Home > Va Politics, Virginia Senate > The times, they will be a changing….

The times, they will be a changing….

August 20th, 2014

Thanks to that royal D-bag, Phillip Puckett.

Washingtonpost.com:

Republican A. Benton Chafin Jr. won a state Senate seat Tuesday that secured GOP control of the General Assembly, dimming Gov. Terry McAuliffe’s legislative prospects and erasing the last vestige of blue from Southwest Virginia.

Chafin, a freshman state delegate, easily defeated Democrat Mike Hymes to fill the Senate seat that Phillip P. Puckett (D-Russell) abruptly resigned in June. The nonpartisan Virginia Public Access Project (VPAP) called the race shortly before 8 p.m.

The race — potentially the most expensive state Senate contest in Virginia history — was one of four special elections statewide Tuesday. Voters in Northern Virginia and Hampton Roads chose Democratic delegates for two empty House seats. And in central Virginia, a town council race put the commonwealth’s new voter identification rules to their first test.

The Senate election was the most important of the day given its impact on Richmond’s upper chamber. Republicans already dominate the House, so the GOP victory in the Senate put the General Assembly fully in the hands of a party that opposes the Democratic governor’s top policy aims.

Time to start counting the anti-abortion bills.  Terry McAuliffe, get your veto pen out.  Rocky roads ahead.

Little attention was paid up here in Northern Virginia to this critical special election.  The state Democrats sure didn’t do their job on this one.  I didn’t see one ad, I didn’t get one piece of mail regarding this election.   Are the Democrats broke?

The only hope the Democrats have is to pick up a couple of seats in the election Nov. 2015 election.  Think that will happen?  If I were a betting kind of lady, I would say no.

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  1. Steve Thomas
    August 20th, 2014 at 14:47 | #1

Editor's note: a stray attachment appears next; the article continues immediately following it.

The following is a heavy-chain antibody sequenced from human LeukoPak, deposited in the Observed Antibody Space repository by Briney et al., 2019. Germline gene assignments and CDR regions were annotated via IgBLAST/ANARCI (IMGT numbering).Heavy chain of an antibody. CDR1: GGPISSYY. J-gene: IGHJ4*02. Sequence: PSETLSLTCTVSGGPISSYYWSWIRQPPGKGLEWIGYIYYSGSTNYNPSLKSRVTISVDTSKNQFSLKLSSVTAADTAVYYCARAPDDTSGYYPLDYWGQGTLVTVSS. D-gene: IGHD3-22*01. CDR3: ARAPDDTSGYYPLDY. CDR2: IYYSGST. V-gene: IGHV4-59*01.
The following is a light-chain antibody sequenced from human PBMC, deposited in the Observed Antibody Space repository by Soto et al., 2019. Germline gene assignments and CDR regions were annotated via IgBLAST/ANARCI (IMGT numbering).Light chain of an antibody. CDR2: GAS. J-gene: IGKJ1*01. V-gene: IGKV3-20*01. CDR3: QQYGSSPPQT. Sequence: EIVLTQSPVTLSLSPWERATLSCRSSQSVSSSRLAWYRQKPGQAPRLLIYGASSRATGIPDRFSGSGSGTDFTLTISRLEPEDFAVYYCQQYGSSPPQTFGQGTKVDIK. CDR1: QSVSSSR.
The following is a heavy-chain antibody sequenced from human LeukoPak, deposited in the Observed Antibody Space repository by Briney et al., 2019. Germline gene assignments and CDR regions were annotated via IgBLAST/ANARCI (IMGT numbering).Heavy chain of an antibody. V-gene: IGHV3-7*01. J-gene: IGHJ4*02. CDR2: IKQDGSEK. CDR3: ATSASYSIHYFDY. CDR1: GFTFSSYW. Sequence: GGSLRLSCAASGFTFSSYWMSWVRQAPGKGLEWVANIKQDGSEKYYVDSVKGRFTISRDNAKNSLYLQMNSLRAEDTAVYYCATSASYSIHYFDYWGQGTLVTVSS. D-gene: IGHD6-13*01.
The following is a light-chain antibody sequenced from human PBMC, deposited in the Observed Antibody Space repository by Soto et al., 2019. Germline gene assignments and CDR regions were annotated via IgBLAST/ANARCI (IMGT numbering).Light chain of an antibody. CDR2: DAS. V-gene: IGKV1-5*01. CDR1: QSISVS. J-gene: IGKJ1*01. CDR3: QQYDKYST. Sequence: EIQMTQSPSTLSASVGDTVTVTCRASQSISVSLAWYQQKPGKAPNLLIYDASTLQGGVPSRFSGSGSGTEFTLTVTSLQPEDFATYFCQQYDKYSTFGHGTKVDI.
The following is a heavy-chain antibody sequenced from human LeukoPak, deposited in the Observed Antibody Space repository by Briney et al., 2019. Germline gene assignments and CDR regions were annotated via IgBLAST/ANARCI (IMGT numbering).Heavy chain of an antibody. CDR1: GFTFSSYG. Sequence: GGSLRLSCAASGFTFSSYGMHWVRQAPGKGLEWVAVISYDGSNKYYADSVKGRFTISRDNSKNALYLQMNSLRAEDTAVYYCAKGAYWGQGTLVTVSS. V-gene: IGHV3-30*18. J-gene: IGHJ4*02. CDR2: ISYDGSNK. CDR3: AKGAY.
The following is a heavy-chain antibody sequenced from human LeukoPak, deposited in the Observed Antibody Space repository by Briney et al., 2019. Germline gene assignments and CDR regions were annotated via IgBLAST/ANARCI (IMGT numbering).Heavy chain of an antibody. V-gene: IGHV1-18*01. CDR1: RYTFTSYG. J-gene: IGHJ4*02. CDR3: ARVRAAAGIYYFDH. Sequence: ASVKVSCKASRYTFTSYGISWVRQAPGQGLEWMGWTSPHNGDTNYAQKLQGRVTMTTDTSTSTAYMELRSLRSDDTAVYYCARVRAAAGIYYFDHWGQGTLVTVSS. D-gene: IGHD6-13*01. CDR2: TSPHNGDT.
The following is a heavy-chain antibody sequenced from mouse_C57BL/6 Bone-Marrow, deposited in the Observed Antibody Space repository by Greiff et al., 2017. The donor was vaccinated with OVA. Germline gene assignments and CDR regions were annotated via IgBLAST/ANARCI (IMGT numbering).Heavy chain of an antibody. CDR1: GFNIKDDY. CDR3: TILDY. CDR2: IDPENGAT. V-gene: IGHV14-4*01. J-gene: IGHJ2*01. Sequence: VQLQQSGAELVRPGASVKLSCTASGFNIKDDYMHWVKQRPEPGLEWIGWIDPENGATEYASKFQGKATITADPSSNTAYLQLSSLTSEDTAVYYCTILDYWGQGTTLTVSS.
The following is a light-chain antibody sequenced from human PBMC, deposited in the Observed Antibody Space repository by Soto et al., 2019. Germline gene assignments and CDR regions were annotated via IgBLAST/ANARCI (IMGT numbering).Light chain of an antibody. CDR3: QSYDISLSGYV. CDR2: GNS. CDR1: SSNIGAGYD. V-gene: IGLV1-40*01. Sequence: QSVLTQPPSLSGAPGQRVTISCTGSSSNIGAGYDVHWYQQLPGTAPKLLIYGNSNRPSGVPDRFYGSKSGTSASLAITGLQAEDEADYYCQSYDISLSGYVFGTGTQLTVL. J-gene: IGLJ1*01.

Just curious, but if the special elections were in SWVA, Hampton, and Arlington, why would you expect to get mailers, and which VA Senate and HOD seats do you think will switch parties this November, especially when the next state general election isn’t until 2015?

  2. Jackson Bills
    August 20th, 2014 at 15:18 | #2

    does D-bag stand for Democrat-bag?

  3. August 20th, 2014 at 21:16 | #4

    @Steve Thomas

    To pour money into the election?????
    Steve, you are right. I have to go fix that re Nov. 4. Sometimes it all runs together.

    Hell, I get mail over elections in Wisconsin….

  4. Elena
    August 20th, 2014 at 22:04 | #5

    Moon,

    Did you see the article about a woman in Ireland that was denied an abortion even though she was dealing with serious psychiatric problems, she then went on a hunger strike, was force fed, then forced to undergo a c/section at 25 weeks.

    Yeah, let’s see how denying abortion to women works out.

  5. Steve Thomas
    August 21st, 2014 at 10:16 | #6

    Elena :Moon,
    Did you see the article about a woman in Ireland that was denied an abortion even though she was dealing with serious psychiatric problems, she then went on a hunger strike, was force fed, then forced to undergo a c/section at 25 weeks.
    Yeah, let’s see how denying abortion to women works out.

    Elena,

    Did you see the articles about Assyrian and Chaldean Christians being forced to convert to Islam, or face beheading? Did you see the articles about young women and girls having their genitals mutilated, and being forced to marry Jihadi’s?

    Yeah, let’s see how the Federal government denying religious freedom to employers works out.

    • August 21st, 2014 at 11:13 | #7

      I lost the segue here. Afraid I don’t see the connection between people being forced into Islam.
      I also don’t know of a single corporation that goes to church or has a religion. Perhaps I just don’t run in large enough circles.

  6. Steve Thomas
    August 21st, 2014 at 11:28 | #8

    Moon-howler :I lost the segue here. Afraid I don’t see the connection between people being forced into Islam.I also don’t know of a single corporation that goes to church or has a religion. Perhaps I just don’t run in large enough circles.

    “Did you see the article about a woman in Ireland that was denied an abortion ”

    “Ireland”

    “Ireland”

    I used my example of events going on in the Middle East as a comparison to Elena’s example of something going on in Ireland. Ireland…a country that has outlawed abortion except in the most narrow of circumstances. How this is germane to a discussion regarding the current make-up of the Virginia State Senate… is about as relevant as is the price of eggs in Taiwan, or the case of religious genocide in the middle east.

    That’s my segue. I don’t see a connection between the electoral results in Virginia, and the state of abortion rights in Ireland…

    • August 21st, 2014 at 12:27 | #9

      Thank you for spelling it out. I hadn’t seen the article. I believe Elena and I both see the last hold out of protecting abortion rights in Virginia to be in the Senate. Past tense. Of course, Colgan pretty much gave that all away.

      I perhaps segued in my brain.

      I also don’t see having to provide contraception as a violation of religious freedom. Now, if someone were required to USE contraception, I would agree 100%. Provide and use are 2 different things.